Sunday, October 7, 2012


Next Tuesday, Nobel prize in Physics will be announced. The announcement will be broadcast from the Karolinska Institute in Stockholm.

To my surprise, I have been reading several articles (see e.g. this one) forecasing this year Nobel prize to Peter Higgs and even tring to anticipate whom he will share the prize with. IMHO, it would be a huge mistake if Higgs eventually is awarded this year. Obviously, not that this prize wouldn't be well deserved and all, but it has been a few months since the CERN results were announced and several other measurements are in order to understand the nature of this new boson. Given the known policy of Nobel prizes (i.e. regardless the importance of possible theoretical breakthroughs, the latter must be supported by experiments*), such nomination this year would be definitely premature. Anyway, it wouldn't be the first time the Nobel committe suprises the community (see the recent case with Cabibbo)... so one never knows...let's wait one day more for the verdict.

* An example being Stephen Hawking's studies of black hole thermodynamics, which have been crucial in several areas, and eventually even for the very development of the AdS/CFT duality. Most likely, Hawking won't be ever awarded for those studies because, although pioneristic and instrumental in current theoretical physics, they cannot be directly observed (but the Nobel committee or some smart experimentalist can always prove me wrong).


Matteo Cadeddu said...

You can find the live webcast of the event here:
For The Nobel Prize in Physics: Tuesday 9 October, 11:45 a.m. at the earliest.
The prize will be announced by Staffan Normark, Permanent Secretary of the Royal Swedish Academy of Sciences.

Matteo Cadeddu said...

For the past month the Joint Quantum Institute (JQI) has sponsored a website allowing visitors to vote for the topic they believe will capture this year’s Nobel Prize for physics. The site offered 14 Nobel-worthy topics and some representative names to go with each topic. For the results you can visit this page:

Matteo Cadeddu said...

Here is the official press release about this morning's physics Nobel from the Royal Swedish Academy of Sciences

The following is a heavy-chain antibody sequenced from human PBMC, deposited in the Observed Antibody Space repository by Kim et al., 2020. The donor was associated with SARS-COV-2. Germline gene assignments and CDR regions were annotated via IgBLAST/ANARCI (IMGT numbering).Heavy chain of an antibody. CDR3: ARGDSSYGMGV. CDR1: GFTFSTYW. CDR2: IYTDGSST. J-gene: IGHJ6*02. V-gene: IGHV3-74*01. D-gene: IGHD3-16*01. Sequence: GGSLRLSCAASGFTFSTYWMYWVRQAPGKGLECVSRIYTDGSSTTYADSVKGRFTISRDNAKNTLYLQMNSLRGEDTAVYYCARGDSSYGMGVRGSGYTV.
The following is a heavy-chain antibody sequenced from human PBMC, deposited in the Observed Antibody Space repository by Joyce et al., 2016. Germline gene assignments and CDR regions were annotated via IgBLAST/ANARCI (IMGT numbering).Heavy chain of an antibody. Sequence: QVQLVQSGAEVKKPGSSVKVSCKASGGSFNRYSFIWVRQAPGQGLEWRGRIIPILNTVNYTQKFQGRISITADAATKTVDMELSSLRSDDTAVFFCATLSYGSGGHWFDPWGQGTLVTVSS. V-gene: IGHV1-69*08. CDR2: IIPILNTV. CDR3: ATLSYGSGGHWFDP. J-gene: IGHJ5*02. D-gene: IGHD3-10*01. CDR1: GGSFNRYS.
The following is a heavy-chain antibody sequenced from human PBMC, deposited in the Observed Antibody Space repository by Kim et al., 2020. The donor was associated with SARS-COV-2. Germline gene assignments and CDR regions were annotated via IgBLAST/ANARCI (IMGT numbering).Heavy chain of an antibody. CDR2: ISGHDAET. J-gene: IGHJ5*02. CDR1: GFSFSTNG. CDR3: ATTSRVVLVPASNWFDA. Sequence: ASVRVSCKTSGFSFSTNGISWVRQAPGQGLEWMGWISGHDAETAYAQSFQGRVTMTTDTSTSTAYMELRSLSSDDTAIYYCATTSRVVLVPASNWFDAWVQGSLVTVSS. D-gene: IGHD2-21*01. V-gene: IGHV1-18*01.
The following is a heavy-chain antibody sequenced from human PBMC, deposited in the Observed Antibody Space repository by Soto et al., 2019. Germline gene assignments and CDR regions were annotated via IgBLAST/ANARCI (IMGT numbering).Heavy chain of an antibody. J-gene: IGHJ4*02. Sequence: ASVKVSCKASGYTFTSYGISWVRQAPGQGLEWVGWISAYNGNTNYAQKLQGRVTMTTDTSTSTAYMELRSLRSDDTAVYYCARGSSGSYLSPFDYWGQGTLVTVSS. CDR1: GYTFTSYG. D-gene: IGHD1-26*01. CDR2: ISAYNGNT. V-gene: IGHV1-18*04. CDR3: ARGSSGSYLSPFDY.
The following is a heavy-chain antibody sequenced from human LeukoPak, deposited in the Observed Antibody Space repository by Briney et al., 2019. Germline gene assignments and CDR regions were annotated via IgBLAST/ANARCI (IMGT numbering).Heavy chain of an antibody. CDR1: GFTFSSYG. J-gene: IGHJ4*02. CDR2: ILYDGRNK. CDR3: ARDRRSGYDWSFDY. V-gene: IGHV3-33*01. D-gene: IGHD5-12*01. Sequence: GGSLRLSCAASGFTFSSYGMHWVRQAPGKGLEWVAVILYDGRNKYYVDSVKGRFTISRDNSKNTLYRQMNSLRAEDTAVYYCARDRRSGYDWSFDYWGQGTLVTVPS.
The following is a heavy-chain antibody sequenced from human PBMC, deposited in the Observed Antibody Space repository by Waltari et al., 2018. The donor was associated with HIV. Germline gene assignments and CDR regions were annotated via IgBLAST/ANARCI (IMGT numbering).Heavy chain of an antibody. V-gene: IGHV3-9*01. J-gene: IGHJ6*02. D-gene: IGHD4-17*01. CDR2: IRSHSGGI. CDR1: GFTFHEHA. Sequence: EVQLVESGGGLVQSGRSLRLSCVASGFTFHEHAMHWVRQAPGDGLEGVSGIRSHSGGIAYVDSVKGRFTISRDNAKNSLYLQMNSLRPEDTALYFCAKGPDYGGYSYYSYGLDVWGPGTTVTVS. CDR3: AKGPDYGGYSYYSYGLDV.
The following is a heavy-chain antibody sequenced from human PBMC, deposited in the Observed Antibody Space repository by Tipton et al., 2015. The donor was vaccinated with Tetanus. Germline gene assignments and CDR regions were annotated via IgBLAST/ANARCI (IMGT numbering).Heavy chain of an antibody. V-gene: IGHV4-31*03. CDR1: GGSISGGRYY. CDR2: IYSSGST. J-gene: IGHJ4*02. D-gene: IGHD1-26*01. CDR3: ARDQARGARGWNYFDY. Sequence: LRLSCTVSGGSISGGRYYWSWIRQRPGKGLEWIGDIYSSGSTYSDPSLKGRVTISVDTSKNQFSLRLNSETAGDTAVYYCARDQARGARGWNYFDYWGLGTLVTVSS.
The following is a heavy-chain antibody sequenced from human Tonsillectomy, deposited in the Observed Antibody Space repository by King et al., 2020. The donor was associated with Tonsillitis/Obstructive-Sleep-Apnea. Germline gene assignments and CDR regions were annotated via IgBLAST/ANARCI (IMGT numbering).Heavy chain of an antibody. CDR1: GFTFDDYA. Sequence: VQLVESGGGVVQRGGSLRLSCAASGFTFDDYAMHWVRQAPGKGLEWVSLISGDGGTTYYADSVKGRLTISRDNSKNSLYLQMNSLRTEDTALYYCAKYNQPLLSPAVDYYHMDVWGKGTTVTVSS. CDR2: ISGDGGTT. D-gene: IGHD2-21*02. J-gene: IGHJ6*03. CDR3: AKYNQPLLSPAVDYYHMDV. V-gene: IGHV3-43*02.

The Nobel Prize in Physics 2012

The Royal Swedish Academy of Sciences has decided to award the Nobel Prize in Physics for 2012 to

Serge Haroche
Collège de France and
Ecole Normale Supérieure, Paris, France


David J. Wineland
National Institute of Standards and Technology (NIST) and
University of Colorado Boulder, CO, USA

“for ground-breaking experimental methods that enable measuring and manipulation of individual quantum systems”.

Particle control in a quantum world

Serge Haroche and David J. Wineland have independently invented and developed methods for measuring and manipulating individual particles while preserving their quantum-mechanical nature, in ways that were previously thought unattainable.

The Nobel Laureates have opened the door to a new era of experimentation with quantum physics by demonstrating the direct observation of individual quantum particles without destroying them. For single particles of light or matter the laws of classical physics cease to apply and quantum physics takes over. But single particles are not easily isolated from their surrounding environment and they lose their mysterious quantum properties as soon as they interact with the outside world. Thus many seemingly bizarre phenomena predicted by quantum physics could not be directly observed, and researchers could only carry out thought experiments that might in principle manifest these bizarre phenomena.

Through their ingenious laboratory methods Haroche and Wineland together with their research groups have managed to measure and control very fragile quantum states, which were previously thought inaccessible for direct observation. The new methods allow them to examine, control and count the particles.

Their methods have many things in common. David Wineland traps electrically charged atoms, or ions, controlling and measuring them with light, or photons. Serge Haroche takes the opposite approach: he controls and measures trapped photons, or particles of light, by sending atoms through a trap.

Both Laureates work in the field of quantum optics studying the fundamental interaction between light and matter, a field which has seen considerable progress since the mid-1980s. Their ground-breaking methods have enabled this field of research to take the very first steps towards building a new type of super fast computer based on quantum physics. Perhaps the quantum computer will change our everyday lives in this century in the same radical way as the classical computer did in the last century. The research has also led to the construction of extremely precise clocks that could become the future basis for a new standard of time, with more than hundred-fold greater precision than present-day caesium clocks.
Serge Haroche, French citizen. Born 1944 in Casablanca, Morocco.
Ph.D. 1971 from Université Pierre et Marie Curie, Paris, France.
Professor at Collège de France and Ecole Normale Supérieure, Paris, France.

David J. Wineland, U.S. citizen. Born 1944 in Milwaukee, WI, USA. Ph.D. 1970 from Harvard University, Cambridge, MA, USA.
Group Leader and NIST Fellow at National Institute of Standards and Technology (NIST)
and University of Colorado Boulder, CO, USA.
Prize amount: SEK 8 million, to be shared equally between the Laureates.
Further information: and